I believe our next visit with Transportation will be a trip on the No 11 bus to look at the showcase scheme - given the general antipathy towards buses and bus users from the Tories and Lib Dems, it seems unlikely that any of the other showcase schemes will be started anytime soon. We did manage to get a call-in on a decision on the Tyburn Road bus lanes (though only because one of the Tory Councillors failed to show up to the meeting, and one of the Lib Dems had a crisis of conscience and voted with us) but to no avail. Bizarrely the report on this issue states that cars 'lane hopping' between the inside and middle lanes would be a safety issue, but apparently if HGVs were to do this there are no safety concerns. So that's all right then.

I was interested to read the new report by Anne Power about Birmingham's housing. As Political Hack has pointed out, the Cabinet Member might wish to ignore the report, but it does highlight that community based housing organisations can work, and should be considered as real options. There are numerous groups across Birmingham doing Section 16 work to look at local management models, in addition to the Pathfinder projects in Hodge Hill and Northfield, but Birmingham has fallen behind in taking devolution and neighbourhood management of housing forward, and we have yet to hear any proposals on improving the service.

7.3.06 12:05

More words of wisdom from the Cabinet Member for Housing on Tuesday - I had submitted a written question asking for the number of homeless cases on a ward by ward basis. The answer I got was 'I don't have a crystal ball'. Given that I wasn't asking for any sort of psychic prediction, merely a breakdown of the current situation, it is just another example of the flippant response we receive to any serious question about the issues on Housing.

Housing is one of the biggest issues that I deal with as casework for a number of reasons. Kingstanding has a large number of council houses, many of which are not in particularly good condition. We have problems with private landlords who charge a fortune for sub-standard housing. And in an area where people maintain strong family connections, there is always a high demand for affordable housing in the locality. It seems to go in waves - one week I will pick up a lot of repairs cases, the next it will be homelessness and transfer requests. We have had some success in regenerating small areas of housing in the ward in the past, but we are now having to look at a long term, large scale plan for the rest. Finding the money to do it is another story, as is always the case..

I'm going up to Blackpool tomorrow for Local Government Conference - why this is being held in Blackpool this year, I do not know, as it has been held for the last few years in various cities making it a good opportunity to go to new places. I quite like Blackpool (and I suppose it's a chance to size up the competition on the casino issue) but February isn't the best time to go!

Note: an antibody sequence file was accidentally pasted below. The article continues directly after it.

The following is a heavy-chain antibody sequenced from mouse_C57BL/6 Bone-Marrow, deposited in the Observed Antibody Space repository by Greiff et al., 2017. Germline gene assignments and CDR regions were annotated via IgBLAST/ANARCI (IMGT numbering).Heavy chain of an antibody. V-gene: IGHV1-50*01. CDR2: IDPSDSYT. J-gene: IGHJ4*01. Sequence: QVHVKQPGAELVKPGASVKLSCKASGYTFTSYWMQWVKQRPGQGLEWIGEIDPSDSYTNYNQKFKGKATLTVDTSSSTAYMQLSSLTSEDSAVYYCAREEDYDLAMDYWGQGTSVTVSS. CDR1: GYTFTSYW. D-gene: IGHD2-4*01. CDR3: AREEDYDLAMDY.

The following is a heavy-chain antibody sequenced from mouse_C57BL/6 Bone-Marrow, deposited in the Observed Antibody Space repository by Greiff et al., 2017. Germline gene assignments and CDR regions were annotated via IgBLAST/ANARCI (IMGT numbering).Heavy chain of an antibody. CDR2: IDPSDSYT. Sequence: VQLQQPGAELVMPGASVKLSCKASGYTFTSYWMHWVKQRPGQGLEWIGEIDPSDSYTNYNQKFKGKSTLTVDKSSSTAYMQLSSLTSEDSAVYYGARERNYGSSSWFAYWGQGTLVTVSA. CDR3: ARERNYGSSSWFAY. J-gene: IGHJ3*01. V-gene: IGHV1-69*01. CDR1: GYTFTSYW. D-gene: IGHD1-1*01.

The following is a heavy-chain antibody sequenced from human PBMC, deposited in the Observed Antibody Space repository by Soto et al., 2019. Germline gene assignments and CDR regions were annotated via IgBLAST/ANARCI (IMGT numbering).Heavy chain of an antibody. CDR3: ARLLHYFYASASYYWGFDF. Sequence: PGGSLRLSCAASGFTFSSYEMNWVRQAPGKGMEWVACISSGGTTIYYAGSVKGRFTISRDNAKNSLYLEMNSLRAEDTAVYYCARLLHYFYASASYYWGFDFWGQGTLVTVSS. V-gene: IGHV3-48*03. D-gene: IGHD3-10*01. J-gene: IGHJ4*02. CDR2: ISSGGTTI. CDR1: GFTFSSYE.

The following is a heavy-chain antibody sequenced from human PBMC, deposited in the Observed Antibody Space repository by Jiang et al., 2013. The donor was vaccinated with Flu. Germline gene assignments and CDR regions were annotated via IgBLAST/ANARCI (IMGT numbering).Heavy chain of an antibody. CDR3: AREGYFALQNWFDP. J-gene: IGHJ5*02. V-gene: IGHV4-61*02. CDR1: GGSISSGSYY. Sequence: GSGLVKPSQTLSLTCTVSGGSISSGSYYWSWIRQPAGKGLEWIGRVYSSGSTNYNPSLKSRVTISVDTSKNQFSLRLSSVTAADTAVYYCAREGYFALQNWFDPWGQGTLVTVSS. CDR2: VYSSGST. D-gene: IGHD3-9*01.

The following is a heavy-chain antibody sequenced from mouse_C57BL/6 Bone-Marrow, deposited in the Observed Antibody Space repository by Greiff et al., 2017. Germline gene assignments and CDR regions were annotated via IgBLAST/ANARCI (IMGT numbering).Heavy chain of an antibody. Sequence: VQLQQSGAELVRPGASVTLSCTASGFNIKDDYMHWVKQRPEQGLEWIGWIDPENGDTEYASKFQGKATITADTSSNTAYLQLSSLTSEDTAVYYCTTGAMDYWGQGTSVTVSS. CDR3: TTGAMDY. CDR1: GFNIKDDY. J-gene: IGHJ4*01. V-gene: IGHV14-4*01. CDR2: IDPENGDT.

9.2.06 11:05

We did some 'tracking' this morning at Transportation scrutiny - i.e looking back at recommendations made in previous reports to see if they have been achieved. The report in question was on Rats and Rubbish, and does raise the question of how many rats there actually are in Birmingham. It's often said that you are never more than 6 or 10 or 20 feet away from a rat, wherever you are, but I have no way of knowing how true that is. The most recent estimate I could find for the British rat population is from 1995, when it was estimated to be 5 million - certainly less than I would have assumed. Apparently a hedgehog census is undertaken by counting the number of squashed ones on the side of the road per mile to give an indication of how many hedgehogs are available to be killed on the roads, but I have no methodology on the rat estimate. We quite often get reports of rats at Kingstanding Circle where there is a lot of shrubbery, and an unfortunate tendency of some people to drop food which attracts vermin - I've seen a couple of dead rats in the area, but no live ones in Kingstanding as yet.

Littering - particularly food waste - may be part of the problem, but rubbish storage and disposal is the major issue, particularly as the majority of 'problem' rat sightings are near people's homes. There are a number of arguments for and against wheelie bins for rubbish disposal in Birmingham, and certainly there are parts of Kingstanding where wheelie bins would be almost physically impossible for people to use; that said, I don't know why we aren't looking at some form of container for disposal, because just putting rubbish out in black bags on the street is ludicrous in this day and age.

17.1.06 14:30